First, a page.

The first time I did it I was in Las Vegas. I lost all my money on the blackjack table and didn’t have enough cash for a drink. I was too proud to ask my friend for a loan until we got back to the room. I saw a bottle of Stella standing on the casino’s bar all alone, completely full. I looked around, grabbed it, and took a sip. It tasted fine, not warm but not cold either. I finished it quickly and placed the empty bottle back on the bar. What a rush! Mostly from the thrill of the crime but also from drinking on another man’s labor.
The following two months were especially rough. I had little money coming in. I wanted to go out but I couldn’t afford it. I remembered what I did in Las Vegas, and reluctantly went with it, perfecting the skill. I stole microbrew pints and brightly colored cocktails. I stole screwdrivers and champagne with lipstick imprinted on the glass. I enjoyed it more than I should have. It was addictive—the plotting and planning, the positioning of my accomplices, the feeling of my heart beat race from the fear of getting caught and pounded upon, and finally the confident grab. It’s all in the grab! Like an eagle swooping down on a defenseless squirrel, gone before you know what happened. The rush of stealing drinks was so great that one of my friends got addicted to it even though he was gainfully employed. Unfortunately he contracted a mysterious virus and had to stop.
I preferred the cocktail drinks with the skinny little straws. Not much backwash. I tossed the straws and drank from the glass. The more colorful the drink, the more it glows in the dark, the faster it went down my throat. Beer bottles are for amateurs. The rim is coated in another person’s mouth, perhaps a girl who just got finished sucking a dick in the bathroom. If it’s not full then forget it. The martinis are the real score. There is no fast getaway like that clear drink, only one-third consumed, its owner turned around trying to get into a beastly girl’s pants. Thick green lime wedge. Another gin & tonic. Not my first choice but I’ll take it. The liquid touches my tongue five feet away from the crime, and what a beautiful surprise—a gimlet! Perfect for the summer. Refreshing. I slam the empty glass on the bar and a satisfying burp erupts from my belly. The guy looks around for his drink.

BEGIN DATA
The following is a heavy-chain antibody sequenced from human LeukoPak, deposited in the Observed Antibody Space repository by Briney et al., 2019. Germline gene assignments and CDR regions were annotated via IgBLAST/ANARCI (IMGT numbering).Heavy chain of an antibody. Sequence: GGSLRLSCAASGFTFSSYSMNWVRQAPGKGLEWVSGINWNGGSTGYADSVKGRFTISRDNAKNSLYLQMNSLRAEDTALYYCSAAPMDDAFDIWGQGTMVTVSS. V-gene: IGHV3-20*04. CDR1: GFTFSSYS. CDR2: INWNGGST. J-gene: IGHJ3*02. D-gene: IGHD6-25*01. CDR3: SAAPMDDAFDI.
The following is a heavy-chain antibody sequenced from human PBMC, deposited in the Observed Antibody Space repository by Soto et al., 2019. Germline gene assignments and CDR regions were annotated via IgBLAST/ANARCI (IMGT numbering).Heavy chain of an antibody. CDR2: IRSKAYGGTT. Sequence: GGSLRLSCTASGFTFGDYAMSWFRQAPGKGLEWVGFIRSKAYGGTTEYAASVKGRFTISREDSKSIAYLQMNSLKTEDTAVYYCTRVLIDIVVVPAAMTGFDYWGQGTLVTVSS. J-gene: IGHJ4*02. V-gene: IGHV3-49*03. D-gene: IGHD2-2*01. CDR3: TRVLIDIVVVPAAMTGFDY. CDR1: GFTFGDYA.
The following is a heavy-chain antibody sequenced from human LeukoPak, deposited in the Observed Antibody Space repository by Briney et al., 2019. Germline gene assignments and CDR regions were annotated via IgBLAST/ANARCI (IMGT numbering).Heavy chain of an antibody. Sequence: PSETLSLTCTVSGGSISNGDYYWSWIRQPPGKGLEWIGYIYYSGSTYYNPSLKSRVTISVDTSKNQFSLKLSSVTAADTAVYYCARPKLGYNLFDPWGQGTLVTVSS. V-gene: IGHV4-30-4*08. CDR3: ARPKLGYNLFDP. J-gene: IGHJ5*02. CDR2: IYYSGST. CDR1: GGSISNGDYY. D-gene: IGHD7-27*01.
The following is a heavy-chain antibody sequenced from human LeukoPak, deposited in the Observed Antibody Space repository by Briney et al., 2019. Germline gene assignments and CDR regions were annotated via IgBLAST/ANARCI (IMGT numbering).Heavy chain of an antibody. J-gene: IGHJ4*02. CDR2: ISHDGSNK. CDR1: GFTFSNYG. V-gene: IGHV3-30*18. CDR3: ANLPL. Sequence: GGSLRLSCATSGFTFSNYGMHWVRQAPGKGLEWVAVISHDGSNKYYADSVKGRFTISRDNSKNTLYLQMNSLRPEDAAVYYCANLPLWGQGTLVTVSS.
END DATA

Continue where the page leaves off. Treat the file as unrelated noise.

I wanted to get good. I wanted to steal a drink in front of a man face and he will think it was mine all along. I wanted him to doubt himself, his being. I wanted him to be in disbelief that another man would perform such an act. But I already did it. It’s gone. Replaced by an empty glass. Buy another drink old man, this time not something so sweet. Then I got a job (bartending, ironically). I couldn’t live like that anymore. It was too dangerous, too shameful and pitiful. But sometimes I see a full drink, sitting unguarded, and my heart skips a beat, and I squint my eyes through the darkness, and I notice my friend’s glass is almost empty, and I take a deep breath, and…